Remember back in 2019 when the NSW Government deemed 14 music festivals ‘high risk’ because of an unforeseen tightening of liquor licensing laws in the state?
There was a warranted amount of backlash from multiple industry groups when the laws were first introduced, mostly because industry figures saw it as a knee-jerk reaction to the number of drug-related deaths at festivals that year that failed to actually address the underlying issues of over-policing and health. There were also no industry figures or bodies that were consulted whilst the legislation was being put into action.
The laws meant that festivals were required to submit a request ahead of time for a liquor license, much like a pub or club has to. They were also required to submit safety management plans that had to be approved by the government before the event could go ahead.
Yesterday during the Legislative Assembly sitting in Parliament, the NSW Government settled on some amendments to that legislation.
Where the legislation previously referred to events as “high-risk”, they are now referencing them as “subject”, which according to customer service minister Victor Dominello, this change will “reflect that these festivals are subject to the requirement to have an approved safety management plan”.
These “subject” festivals will also be given an extra 30 day window to submit a safety management plan, on the proviso that enough notice is given to the Independent Liquor and Gaming Authority.
“I am so proud of the legislation because it really does futureproof our state given the way trends are moving,” Dominello said in Parliament.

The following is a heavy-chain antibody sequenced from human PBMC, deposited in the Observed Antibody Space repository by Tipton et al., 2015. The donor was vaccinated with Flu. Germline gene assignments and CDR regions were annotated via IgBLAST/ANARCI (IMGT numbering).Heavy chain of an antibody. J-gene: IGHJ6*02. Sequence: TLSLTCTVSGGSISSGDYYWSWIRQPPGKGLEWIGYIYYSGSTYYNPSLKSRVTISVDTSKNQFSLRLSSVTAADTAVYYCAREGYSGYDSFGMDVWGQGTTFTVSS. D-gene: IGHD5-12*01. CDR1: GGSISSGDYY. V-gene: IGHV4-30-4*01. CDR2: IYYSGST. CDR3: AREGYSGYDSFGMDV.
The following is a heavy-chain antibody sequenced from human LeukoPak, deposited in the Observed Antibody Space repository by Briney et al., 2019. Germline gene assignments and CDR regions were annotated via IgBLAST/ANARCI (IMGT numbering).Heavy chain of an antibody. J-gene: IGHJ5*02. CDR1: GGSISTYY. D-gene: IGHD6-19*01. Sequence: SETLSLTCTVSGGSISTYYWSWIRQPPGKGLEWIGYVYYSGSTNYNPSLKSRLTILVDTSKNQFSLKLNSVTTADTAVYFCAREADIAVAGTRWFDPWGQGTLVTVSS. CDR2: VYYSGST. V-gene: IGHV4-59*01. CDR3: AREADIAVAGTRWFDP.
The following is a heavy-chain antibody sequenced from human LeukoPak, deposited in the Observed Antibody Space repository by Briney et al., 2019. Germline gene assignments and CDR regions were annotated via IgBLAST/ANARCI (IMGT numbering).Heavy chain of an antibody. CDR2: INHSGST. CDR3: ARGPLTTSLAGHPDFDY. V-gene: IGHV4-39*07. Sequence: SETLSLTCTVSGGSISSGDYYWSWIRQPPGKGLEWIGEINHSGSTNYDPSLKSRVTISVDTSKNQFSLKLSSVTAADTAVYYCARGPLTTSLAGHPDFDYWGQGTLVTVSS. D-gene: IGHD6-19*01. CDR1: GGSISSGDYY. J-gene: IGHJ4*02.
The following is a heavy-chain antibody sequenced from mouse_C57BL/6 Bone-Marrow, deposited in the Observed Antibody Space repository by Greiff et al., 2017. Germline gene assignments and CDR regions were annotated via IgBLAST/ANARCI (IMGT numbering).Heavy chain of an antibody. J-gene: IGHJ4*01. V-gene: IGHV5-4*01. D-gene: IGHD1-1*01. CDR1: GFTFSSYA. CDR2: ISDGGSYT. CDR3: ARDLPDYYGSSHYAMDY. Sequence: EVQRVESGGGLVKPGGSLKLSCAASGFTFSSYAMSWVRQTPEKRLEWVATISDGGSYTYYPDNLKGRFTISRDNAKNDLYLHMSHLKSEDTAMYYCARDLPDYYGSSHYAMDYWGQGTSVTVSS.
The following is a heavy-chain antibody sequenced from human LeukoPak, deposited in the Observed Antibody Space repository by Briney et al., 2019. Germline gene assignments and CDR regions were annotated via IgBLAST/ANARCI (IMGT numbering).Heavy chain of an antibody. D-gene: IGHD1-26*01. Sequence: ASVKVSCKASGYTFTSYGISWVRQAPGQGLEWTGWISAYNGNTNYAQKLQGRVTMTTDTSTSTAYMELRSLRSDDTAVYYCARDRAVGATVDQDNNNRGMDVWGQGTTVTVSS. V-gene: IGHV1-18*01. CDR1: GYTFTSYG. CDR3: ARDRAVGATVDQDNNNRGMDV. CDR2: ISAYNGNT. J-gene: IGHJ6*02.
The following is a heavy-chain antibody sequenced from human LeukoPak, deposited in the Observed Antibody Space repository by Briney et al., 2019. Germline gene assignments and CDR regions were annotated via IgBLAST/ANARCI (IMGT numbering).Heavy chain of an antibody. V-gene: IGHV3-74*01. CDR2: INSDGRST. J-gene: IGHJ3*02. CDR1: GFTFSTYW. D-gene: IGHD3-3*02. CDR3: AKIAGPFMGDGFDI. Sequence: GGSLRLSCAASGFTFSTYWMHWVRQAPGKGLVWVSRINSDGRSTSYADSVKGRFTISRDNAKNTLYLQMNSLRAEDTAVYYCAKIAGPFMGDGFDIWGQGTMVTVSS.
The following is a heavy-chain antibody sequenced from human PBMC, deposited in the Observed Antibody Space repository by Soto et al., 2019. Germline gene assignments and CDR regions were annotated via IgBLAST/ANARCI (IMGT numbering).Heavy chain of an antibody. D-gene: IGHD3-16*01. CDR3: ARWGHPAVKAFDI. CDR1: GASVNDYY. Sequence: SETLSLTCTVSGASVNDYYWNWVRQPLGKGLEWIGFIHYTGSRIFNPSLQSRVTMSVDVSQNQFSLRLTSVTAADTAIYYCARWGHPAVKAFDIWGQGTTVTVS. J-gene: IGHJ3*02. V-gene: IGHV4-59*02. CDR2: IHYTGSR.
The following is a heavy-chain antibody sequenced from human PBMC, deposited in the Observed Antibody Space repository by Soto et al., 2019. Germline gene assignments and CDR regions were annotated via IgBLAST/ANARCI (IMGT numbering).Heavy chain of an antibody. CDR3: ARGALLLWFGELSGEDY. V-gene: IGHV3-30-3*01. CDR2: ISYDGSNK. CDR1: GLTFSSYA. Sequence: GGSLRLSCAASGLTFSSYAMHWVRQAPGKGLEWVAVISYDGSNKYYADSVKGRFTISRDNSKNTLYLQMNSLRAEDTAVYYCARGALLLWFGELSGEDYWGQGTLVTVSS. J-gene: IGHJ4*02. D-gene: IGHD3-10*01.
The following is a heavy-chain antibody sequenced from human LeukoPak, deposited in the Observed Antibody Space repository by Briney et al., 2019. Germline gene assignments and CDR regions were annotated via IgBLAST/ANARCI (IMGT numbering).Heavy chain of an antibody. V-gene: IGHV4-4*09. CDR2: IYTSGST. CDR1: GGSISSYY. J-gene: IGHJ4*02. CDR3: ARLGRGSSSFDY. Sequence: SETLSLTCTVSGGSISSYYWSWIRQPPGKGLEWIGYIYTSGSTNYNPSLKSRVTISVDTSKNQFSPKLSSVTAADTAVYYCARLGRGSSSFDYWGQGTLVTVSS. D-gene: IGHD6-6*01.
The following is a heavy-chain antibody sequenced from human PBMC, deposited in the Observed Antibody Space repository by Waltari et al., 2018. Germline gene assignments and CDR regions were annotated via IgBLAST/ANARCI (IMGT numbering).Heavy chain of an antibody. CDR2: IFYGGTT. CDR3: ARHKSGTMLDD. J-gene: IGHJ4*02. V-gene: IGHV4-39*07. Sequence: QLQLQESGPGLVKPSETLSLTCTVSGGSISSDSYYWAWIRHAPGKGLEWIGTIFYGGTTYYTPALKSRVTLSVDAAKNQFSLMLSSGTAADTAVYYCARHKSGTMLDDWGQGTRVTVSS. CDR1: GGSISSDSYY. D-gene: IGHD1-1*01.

“Beyond that, it is critical that we support the arts, and live music is a cornerstone of that, particularly in New South Wales.”
As per NME, a review into the controversial legislation that was conducted last year came back with no breaches over the summer festival season that year.
“Of the nine high-risk music festivals held between 21 November 2019 and 30 April 2020, seven were inspected by [Liquor and Gambling NSW] Compliance officers,” the report said.
“No breaches of the requirements under the Act were reported.”
In a post to social media, the Australian Festival Association spoke on their advocacy for changing the legislations terminology.
They said they have been “advocating for this change since 2019 due to the reputational issues associated with those festivals that were identified.”
“This continues a welcome shift towards festivals in NSW, focusing on their economic and employment contribution while balancing patron safety. We look forward to this continuing as the industry recovers.”